Written by Anthony Moujaes
Family, friends and former colleagues are remembering the life of an author, educator, lay leader, and editor of one of the denomination’s former publications tailored to youth. Herman C. Ahrens, Jr. served as editor of the United Church of Christ magazine, YOUTH, for three decades after serving his country during World War II.
He died on Feb. 24, at age 91.
On the 50th Anniversary of the UCC in 2007, Ahrens was honored as one of 50 people who contributed greatly to shaping the denomination.
"Dad loved writing and speaking to teens and young adults. He is a poet, an author, a lover of Jesus," noted his son, the Rev. Tim Ahrens, pastor of First Congregational Church in Columbus, Ohio.
"I loved my father beyond words," Tim Ahrens wrote. "He was one of my heroes and my first role model in life. He modeled gentleness, kindness, faith and trustworthiness. He lived and modeled a life that loved God and neighbor. He was funny, playful, smart, engaging, a creative communicator, a wonderful writer and editor of our Christian story. He was a loving husband, father, grandfather, great-grandfather and friend."
Ahrens was called in 1950 to be the editor of YOUTH Magazine, a national monthly publication for teenagers. During his 31 years as editor of the ecumenical project published by the UCC, the magazine received 20 professional awards for excellence and had a circulation of more than 50,000 subscriptions in 10 Protestant denominations in the United States and Canada. Following that position, Ahrens was briefly on the staff of Christian History Magazine, then served eight years as commissioned minister of communication for the Pennsylvania Southeast Conference of the UCC before retiring in 1992.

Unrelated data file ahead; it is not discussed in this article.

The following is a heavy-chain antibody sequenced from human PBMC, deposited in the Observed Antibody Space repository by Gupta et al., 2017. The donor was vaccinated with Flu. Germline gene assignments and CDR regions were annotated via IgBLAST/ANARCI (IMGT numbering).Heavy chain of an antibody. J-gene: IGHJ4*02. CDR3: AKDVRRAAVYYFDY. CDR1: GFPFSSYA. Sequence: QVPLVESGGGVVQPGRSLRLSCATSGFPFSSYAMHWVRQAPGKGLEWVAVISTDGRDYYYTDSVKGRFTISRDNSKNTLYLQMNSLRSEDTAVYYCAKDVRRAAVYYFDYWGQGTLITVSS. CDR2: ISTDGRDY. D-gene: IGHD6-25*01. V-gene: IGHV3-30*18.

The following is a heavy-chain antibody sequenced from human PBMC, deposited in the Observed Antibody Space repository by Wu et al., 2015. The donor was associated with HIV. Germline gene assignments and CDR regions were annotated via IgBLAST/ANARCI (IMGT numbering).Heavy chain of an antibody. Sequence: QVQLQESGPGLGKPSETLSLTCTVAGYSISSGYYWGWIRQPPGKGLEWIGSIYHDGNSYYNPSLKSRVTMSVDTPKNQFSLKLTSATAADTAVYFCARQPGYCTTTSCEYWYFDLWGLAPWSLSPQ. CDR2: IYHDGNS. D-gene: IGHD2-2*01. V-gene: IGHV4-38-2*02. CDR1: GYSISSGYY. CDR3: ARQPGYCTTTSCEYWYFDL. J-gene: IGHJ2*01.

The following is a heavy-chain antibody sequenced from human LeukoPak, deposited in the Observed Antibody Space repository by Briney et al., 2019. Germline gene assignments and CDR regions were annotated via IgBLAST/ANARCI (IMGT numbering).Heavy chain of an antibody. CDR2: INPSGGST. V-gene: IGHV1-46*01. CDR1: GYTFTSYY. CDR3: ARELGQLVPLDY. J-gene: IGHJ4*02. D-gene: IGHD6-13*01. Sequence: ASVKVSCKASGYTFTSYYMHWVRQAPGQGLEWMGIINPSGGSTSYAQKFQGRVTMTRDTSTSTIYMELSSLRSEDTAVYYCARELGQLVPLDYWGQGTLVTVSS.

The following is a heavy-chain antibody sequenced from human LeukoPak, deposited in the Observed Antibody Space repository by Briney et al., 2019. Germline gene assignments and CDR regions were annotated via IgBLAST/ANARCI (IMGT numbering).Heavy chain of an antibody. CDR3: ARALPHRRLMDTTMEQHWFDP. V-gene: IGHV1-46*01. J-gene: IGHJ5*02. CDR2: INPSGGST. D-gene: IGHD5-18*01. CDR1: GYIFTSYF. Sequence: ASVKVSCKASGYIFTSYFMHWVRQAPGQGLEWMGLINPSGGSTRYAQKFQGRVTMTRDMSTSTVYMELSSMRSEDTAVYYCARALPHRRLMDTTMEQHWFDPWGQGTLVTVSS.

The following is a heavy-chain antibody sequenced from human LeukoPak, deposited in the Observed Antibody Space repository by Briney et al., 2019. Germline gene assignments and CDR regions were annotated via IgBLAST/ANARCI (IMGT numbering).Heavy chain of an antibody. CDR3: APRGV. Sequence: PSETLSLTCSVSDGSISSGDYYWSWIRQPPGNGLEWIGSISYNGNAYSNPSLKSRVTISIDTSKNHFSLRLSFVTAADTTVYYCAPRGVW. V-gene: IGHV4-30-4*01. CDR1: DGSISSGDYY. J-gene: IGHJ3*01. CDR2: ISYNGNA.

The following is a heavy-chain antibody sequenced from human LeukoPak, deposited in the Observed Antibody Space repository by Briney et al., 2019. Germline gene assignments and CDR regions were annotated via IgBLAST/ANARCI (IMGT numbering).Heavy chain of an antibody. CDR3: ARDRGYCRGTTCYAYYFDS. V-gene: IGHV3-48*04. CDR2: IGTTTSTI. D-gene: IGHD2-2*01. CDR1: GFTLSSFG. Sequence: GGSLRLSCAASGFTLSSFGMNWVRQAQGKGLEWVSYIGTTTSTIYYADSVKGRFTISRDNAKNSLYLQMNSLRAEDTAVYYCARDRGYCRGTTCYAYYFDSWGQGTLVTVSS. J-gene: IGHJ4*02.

Herman Ahrens was born on June 12, 1924, in Port Washington, Ohio, to the Rev. Herman C. and Ella (Fark) Ahrens. He attended Harding High School in Marion, Ohio, and earned his degree in 1949 from Heidelberg College (now Heidelberg University) in Tiffin, Ohio, and a journalism degree with honors from the University of Missouri in 1950.
During WWII, Ahrens saw action in Europe with the 84th "Railsplitters" Infantry Division, in the Siegfried Line during the Battle of the Bulge, crossing the Rhine River, across northern Germany to the Elbe River, where his unit met the Russians in peace. He was awarded a Purple Heart for his service.
Ahrens authored three books, two educational booklets and many articles about young people in other denominational publications. A member of St. John’s UCC in Lansdale, Penn., for 65 years, he was a teacher, youth group leader and active participant in in the life of his local church.
Ahrens was married to Carol Lorene (Kellermeyer) Ahrens for 65 years, who survives him. In addition, he is survived by children Deborah Kay Ahrens, of Philadelphia, Paul Conrad Ahrens and wife Anne Huntley Ahrens of Los Angeles, and the Rev. Timothy Carl Ahrens and his wife Susan Sitler of Columbus, Ohio; six grandchildren, and one great-grandson.
Memorial services for Ahrens will take place on March 12. In lieu of flowers, his family requests contributions made in Herman’s memory to St. John’s UCC Music Fund.